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P375. Sarcopaenia in inflammatory bowel disease (IBD), a prominent finding in males with normal BMI: What are we missing?

R. Bryant1, C. Schultz2, R. Grafton1, J. Hughes1, C. Goess1, M. Schoeman1, D. Bartholomeusz1, J. Andrews1, 1Royal Adelaide Hospital, Department of Gastroenterology and Hepatology, Adelaide, Australia, 2Royal Adelaide Hospital, Department of Nuclear Medicine, Adelaide, Australia

Background

Body composition is poorly studied amongst adult IBD patients, yet may be an important determinant in quality of life. Lean tissue deficits are associated with poor muscle performance and morbidity. Sarcopaenia refers to decreased muscle mass and performance. Recognition of sarcopaenia may be limited with standard clinical assessment. We therefore assessed body composition in an adult IBD cohort to assess the potential prevalence of this problem.

Methods

Cross-sectional data were prospectively gathered on consecutive 18–50 year old premenopausal IBD patients. Whole body composition analysis, height and weight were assessed at the time of dual energy X-ray absorptiometry (DXA) (GE – Lunar Prodigy). These data were then used to calculate: body mass index (BMI, weight/height2, kg/m2), fat mass index (FMI, fat mass/height2, kg/m2), appendicular skeletal muscle index (ASMI, appendicular lean mass/height2, kg/m2) and lean mass index (LMI, lean mass/height2, kg/m2). National Health and Nutrition Examination Survey DXA population reference values were used for FMI, LMI and ASMI [1], and established normative data for grip strength comparisons [2]. Z scores were calculated using standard deviation (SD) values from age specific normative data. Sarcopaenia was defined as 1SD deviation below the normal range for both ASMI and grip strength. Single sample, 2-tailed t tests were used.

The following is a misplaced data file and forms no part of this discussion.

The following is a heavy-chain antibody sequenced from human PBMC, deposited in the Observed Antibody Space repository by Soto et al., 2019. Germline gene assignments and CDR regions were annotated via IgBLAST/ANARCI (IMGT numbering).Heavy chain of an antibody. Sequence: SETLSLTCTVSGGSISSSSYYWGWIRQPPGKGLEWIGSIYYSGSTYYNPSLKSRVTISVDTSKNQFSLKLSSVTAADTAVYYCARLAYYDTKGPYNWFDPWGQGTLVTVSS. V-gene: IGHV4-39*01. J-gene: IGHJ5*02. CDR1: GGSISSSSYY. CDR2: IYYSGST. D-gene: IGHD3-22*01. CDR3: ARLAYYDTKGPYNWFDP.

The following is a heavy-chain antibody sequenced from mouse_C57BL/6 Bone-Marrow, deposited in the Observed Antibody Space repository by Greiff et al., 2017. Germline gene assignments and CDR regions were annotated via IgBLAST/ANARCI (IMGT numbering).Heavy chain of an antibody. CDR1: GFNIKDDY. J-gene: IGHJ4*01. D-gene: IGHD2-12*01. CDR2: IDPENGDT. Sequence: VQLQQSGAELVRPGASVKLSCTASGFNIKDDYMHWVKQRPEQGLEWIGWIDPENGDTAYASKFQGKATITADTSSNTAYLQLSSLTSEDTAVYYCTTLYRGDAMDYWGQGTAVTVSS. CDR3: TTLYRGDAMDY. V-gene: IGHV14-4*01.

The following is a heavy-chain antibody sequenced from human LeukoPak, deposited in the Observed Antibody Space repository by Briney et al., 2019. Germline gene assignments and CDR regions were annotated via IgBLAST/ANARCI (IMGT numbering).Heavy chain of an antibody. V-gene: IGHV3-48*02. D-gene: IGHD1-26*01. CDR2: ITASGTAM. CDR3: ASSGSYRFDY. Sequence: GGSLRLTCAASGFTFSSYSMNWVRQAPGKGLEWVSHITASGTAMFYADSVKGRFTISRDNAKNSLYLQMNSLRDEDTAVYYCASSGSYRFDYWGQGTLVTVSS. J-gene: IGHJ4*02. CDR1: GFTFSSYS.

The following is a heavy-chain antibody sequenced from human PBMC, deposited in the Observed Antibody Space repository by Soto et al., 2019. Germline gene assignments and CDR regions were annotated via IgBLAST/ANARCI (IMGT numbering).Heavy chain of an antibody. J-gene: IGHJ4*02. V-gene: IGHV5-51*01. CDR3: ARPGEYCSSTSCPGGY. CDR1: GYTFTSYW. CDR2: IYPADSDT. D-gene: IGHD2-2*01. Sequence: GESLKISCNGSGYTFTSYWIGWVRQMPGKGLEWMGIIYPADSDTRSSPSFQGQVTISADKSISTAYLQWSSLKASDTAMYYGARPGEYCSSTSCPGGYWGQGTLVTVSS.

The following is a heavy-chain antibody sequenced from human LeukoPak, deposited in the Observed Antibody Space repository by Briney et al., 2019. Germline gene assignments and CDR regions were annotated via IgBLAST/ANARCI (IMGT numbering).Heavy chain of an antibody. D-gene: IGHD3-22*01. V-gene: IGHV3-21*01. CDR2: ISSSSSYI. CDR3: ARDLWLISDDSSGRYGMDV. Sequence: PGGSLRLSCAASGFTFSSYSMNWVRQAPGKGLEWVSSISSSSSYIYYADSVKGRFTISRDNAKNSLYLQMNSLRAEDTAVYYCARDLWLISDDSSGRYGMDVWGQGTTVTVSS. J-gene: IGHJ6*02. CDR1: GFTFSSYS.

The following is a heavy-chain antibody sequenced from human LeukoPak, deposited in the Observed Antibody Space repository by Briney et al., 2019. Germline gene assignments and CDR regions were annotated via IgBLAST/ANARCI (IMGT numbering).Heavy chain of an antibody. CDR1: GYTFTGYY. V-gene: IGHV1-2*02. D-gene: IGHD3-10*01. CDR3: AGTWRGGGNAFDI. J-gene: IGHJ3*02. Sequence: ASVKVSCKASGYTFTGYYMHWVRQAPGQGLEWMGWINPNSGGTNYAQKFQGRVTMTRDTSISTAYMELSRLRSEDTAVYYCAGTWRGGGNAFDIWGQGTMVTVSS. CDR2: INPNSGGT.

Results

71 IBD patients, 41 (58%) males, 54 (76%) Crohn's Disease, 15 (21%) ulcerative colitis, and 2 (3%) IBD unspecified, mean age of 34.3, median 32.8 (range 19–50) years had an overall mean BMI of 27.1 (median 25.3), males 26.5 (median 25), females 28 (median 24.4). FMI amongst the cohort was normal. LMI was found to be low amongst both males and females (p < 0.001 both). However, only males were found to have reduced ASMI (p < 0.001, females p = 0.08) and grip strength (p < 0.001, females p = 0.4). Sarcopaenia by our combined anatomical/functional definition was evident in 12 (29.3%) males and 2 (6%) females (Figure 1).

Figure 1. Grip strength Z score vs appendicular skeletal muscle index Z score.

Conclusion

Despite normal BMI, both males and females with IBD were found to have low muscle mass. Males are particularly affected, with loss of appendicular muscle and decreased grip strength constituting sarcopaenia in nearly one third. The causes and consequences of this striking finding warrant further evaluation.

1. Kelly TL, Wilson KE, Heymesfield SB., (2009), Dual energy X-ray absorptiometry body composition reference values from NHANES, PLoS One, e7038, 15;4(9), 2012–09–15.

2. Mathiowetz V, Kashman N, Volland G, Weber K, Dowe M, Rogers S., (1985), Grip and pinch strength: normative data for adults, Archives of Physical Medicine and Rehabilitation, 69–72, 66(2), 2012–09–12.